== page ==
The dominant and marginal position of enterprising nature is reflective of what I call the tragedy of liberal environmentalism, a spin-off Garett Hardin’s famed Tragedy of the Commons, a much-repeated mantra in environmental circles. Liberal environmentalism is an approach to ecological decline that keeps the foundations of liberal capitalism intact, aiming to improve, even perfect those foundations. Internalize the externalities! Measure so we can manage! Liberal environmentalism is an approach premised on a smooth space of politics, one where all the different players can find common ground through dialogue, or even better, the neutral words of numbers and even money (like the images suggest). It aims, as much as possible, to avoid dirty, asymmetrical, bloody politics. It seeks an orderly, technical solution. Despite its marginality, the enterprising nature story is a powerful salve, a kind of chicken soup for the environmentalist soul. It is a story that manages, moderates and mediates the problem of the fraying web of life with its message of ever-increasing rational decision at the hands of the right ecological-economic facts.
The tragedy of liberal environmentalism is that it occupies the political discourse as the most pragmatic, the most possible way to a better future, but implementing this watered down, technical environmental politics is not at all smooth, or easy. It is rather Sisyphean. This is the tragic political circumstance of our times: What is framed as easy, as the most compatible with the status quo, is actually so very, very hard.
Below the waterline
In a strange twist, the arrested development of enterprising nature provides fodder for those advocating a political-economic and historical understanding of ecological decline. Even on its own terms, its marginality illuminates how capitalist social relations rely upon externalized, devalued and appropriated natures. Ecofeminist Maria Mies visualizes the economy as an iceberg. The visible tip represents the formal economy — where capitalist value emerges from exploited waged labourers and the circulation of monetized goods and assets. Underneath the waterline lurks the rest of the iceberg, and its size dwarfs the tip. Here, Mies points to a much larger world of exploitations on which commodity production and profit-making depend: women, colonies and at the very base, nature. The bodies, places and materials of the submerged, invisible iceberg supply unwaged labour and unpriced inputs and energies that are productive; capitalism depends on this deeply undervalued work, work that is so often precarious and death-dealing (in the nonhuman realm, think extinction or loss of refugia).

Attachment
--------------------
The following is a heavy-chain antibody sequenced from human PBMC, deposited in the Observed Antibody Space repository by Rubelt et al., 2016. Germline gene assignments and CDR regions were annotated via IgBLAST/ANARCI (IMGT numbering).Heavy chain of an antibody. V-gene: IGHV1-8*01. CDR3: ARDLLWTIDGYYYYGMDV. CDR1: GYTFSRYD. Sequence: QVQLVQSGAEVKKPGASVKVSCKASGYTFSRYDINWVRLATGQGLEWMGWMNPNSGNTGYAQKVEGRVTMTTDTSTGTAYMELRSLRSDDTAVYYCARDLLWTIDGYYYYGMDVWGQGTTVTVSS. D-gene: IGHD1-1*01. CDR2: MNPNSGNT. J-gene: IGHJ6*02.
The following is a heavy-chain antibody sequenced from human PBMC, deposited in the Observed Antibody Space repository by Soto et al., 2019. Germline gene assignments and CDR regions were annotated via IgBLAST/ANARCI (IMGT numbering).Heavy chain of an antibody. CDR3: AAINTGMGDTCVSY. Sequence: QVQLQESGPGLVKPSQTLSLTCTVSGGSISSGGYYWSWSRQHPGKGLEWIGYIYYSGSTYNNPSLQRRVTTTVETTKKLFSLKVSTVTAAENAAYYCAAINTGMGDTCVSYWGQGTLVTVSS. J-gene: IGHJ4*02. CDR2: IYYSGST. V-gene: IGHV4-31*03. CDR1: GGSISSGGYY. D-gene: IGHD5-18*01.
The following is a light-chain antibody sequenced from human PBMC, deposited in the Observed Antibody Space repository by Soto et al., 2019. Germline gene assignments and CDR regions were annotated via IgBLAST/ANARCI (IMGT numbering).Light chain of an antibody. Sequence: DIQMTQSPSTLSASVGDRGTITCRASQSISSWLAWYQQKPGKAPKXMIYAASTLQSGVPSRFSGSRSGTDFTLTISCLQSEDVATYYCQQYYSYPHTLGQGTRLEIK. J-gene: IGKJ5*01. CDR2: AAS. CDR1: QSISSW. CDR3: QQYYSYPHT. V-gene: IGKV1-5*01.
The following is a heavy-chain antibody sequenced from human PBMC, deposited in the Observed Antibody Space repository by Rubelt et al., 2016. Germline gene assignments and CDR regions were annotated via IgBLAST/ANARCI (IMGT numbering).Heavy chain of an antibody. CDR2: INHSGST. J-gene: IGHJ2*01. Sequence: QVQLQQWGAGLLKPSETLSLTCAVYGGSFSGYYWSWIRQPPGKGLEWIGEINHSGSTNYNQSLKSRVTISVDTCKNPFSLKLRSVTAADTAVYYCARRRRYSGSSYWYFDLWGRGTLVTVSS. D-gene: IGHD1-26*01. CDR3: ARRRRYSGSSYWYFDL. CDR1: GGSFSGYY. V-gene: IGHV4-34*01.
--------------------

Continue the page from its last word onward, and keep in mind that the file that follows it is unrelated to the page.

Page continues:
Read through Mies’ iceberg, biodiversity loss is not a side effect or externality that can be easily fixed with economic valuations. Rather, the kind of invisibility enterprising nature aims to correct is literally baked into economic systems. In this way, the strategy of enterprising nature is at once reflective of neoliberal capitalism’s drive to remake the world into competitive, marketized units as well as being a far-reaching and radical proposition, one that is butting up against the structures of capitalism.
Jessica Dempsey is an assistant professor at the University of British Columbia (Vancouver), Department of Geography. Her new book, Enterprising Nature: Economics, Markets, and Finance in Global Biodiversity, is available from Wiley-Blackwell Press.
This article appeared in the Spring 2017 issue of Canadian Dimension (Fight for $15).